- Donations in lieu of flowers: help me raise $1200 for the Canadian Cancer Society
When we would go to friends cottages in summer he would always want to work. Painting decks, fixing sump pumps, motors, leveling foundations – whatever – when the work was there (and isn’t it always?) he would be there to do it.
At a party he wouldn’t be the most outgoing person there. But if you worked beside him – weeding, nailing cedar shingles into the log cabin roof, clearing twigs and brush from the lane – you’d get the jokes, the kindness the love. Maybe not in anything he said, but in the way he looked at you, watched you work, praised what you did, overlooked any mistakes you made.
He was a gentle man.
I always felt loved. He explained to me later that he and mom observed a fairly strict (not to mention traditional) division of labour. She looked after the kids. He looked after the money. And the repairs and the garbage. But he was present. And always looked kindly on his kids and only ever had good things to say about us.
It was really hard to make dad mad. Not that we didn’t accomplish this on occasion. Usually in the car. Especially on long drives.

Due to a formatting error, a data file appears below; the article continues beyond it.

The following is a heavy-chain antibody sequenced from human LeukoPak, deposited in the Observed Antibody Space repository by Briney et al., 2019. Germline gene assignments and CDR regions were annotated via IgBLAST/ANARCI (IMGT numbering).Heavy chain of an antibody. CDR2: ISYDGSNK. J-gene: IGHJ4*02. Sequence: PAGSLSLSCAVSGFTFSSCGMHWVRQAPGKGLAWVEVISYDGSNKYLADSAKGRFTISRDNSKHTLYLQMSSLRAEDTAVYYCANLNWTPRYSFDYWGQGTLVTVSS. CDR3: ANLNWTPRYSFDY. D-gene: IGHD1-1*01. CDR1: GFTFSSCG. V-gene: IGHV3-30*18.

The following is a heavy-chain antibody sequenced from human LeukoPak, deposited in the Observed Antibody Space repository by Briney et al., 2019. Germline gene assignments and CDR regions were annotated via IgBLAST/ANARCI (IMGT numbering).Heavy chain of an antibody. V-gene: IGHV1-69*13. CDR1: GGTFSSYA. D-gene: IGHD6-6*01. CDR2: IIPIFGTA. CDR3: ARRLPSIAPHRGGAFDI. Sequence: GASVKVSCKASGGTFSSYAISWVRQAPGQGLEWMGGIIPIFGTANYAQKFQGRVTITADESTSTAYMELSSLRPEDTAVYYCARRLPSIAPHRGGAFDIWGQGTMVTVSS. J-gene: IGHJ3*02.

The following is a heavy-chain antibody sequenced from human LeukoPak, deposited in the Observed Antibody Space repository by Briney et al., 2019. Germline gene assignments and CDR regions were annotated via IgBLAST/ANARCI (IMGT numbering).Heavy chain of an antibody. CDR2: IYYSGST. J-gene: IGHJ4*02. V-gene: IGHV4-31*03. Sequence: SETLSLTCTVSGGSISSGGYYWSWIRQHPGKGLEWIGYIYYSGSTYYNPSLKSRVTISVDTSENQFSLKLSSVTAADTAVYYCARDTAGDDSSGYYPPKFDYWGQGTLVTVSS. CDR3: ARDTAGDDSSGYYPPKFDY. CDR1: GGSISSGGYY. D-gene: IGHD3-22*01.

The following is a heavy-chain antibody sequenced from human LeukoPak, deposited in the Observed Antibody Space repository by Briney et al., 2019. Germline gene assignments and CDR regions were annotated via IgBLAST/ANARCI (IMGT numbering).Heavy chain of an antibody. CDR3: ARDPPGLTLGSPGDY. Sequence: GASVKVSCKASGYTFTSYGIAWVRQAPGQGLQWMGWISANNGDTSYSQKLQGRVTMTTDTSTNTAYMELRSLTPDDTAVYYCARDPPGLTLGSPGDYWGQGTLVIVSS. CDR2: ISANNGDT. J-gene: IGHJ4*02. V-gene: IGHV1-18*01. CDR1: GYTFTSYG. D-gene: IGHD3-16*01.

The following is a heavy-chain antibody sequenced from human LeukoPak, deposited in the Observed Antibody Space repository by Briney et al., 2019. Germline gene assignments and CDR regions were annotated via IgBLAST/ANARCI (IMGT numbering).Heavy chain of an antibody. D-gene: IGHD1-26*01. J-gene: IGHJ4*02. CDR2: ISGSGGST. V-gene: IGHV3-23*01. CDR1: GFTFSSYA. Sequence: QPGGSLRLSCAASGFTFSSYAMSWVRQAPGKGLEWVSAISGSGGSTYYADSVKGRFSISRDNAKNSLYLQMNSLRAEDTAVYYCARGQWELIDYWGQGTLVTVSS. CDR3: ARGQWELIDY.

He was funny too. A dry wit. Much more in evidence when he was healthy but he was still able to conjure humour when things were bad.
He was patient. Tolerant. Although he had a dislike of government and officialdom that bordered on irrational.
Did I mention that politically speaking he and I had some major disagreements? Did I also mention how he could always overlook them and love his son? Even when I went to work for a union?
I remember when his municipality decided to implement a uniform house numbering system when it brought its 911 program online. The town was charging home owners for the road signs. My dad was incensed. He refused to pay and so public works came and installed the sign themselves and charged triple. “See if they get a dime from me,” he said in a huff. I had to point out that they said they’d just add it to his property tax bill. Which they did.
He made other mistakes. More serious ones.
Though compared to what we have seen since, his misguided efforts to refinance his real estate holdings in order to protect his clients’ investments seem almost like charity work.
Nevertheless, he paid society for his mistake and paid a much higher social price.
Thank you to those of his friends that stuck by him despite his errors.
And thank you to Pittsburgh institution for letting him spend so much time learning the gardening trade in the greenhouse and at the farm there. It did actually help him turn his life around and rebuild. In his second career he always seemed much happier.
Naturally the current federal government has done away with those prison farms.
The photo of him is taken long before any of the sadness and illness of his later life overtook him. It was taken at the farm, the place that, literally, was his life.
He died there, Tuesday, unexpectedly, after a four year struggle with prostate cancer.